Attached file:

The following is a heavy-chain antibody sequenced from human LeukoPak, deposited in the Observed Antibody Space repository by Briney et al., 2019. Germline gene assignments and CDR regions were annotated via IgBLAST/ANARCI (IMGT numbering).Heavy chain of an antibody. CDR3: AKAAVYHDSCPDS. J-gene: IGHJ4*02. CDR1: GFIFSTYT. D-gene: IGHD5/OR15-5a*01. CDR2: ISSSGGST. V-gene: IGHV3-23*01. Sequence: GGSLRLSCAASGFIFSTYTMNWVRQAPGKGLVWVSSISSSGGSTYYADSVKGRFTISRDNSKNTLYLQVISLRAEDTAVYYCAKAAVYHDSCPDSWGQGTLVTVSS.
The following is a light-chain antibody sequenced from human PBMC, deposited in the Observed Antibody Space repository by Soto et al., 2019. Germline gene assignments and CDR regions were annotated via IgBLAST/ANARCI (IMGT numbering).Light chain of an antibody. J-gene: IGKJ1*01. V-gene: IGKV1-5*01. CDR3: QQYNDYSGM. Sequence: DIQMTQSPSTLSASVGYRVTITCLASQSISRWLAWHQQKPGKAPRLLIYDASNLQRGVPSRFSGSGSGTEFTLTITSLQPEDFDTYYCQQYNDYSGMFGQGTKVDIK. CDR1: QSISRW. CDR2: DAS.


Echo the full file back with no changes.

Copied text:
The following is a heavy-chain antibody sequenced from human LeukoPak, deposited in the Observed Antibody Space repository by Briney et al., 2019. Germline gene assignments and CDR regions were annotated via IgBLAST/ANARCI (IMGT numbering).Heavy chain of an antibody. CDR3: AKAAVYHDSCPDS. J-gene: IGHJ4*02. CDR1: GFIFSTYT. D-gene: IGHD5/OR15-5a*01. CDR2: ISSSGGST. V-gene: IGHV3-23*01. Sequence: GGSLRLSCAASGFIFSTYTMNWVRQAPGKGLVWVSSISSSGGSTYYADSVKGRFTISRDNSKNTLYLQVISLRAEDTAVYYCAKAAVYHDSCPDSWGQGTLVTVSS.
The following is a light-chain antibody sequenced from human PBMC, deposited in the Observed Antibody Space repository by Soto et al., 2019. Germline gene assignments and CDR regions were annotated via IgBLAST/ANARCI (IMGT numbering).Light chain of an antibody. J-gene: IGKJ1*01. V-gene: IGKV1-5*01. CDR3: QQYNDYSGM. Sequence: DIQMTQSPSTLSASVGYRVTITCLASQSISRWLAWHQQKPGKAPRLLIYDASNLQRGVPSRFSGSGSGTEFTLTITSLQPEDFDTYYCQQYNDYSGMFGQGTKVDIK. CDR1: QSISRW. CDR2: DAS.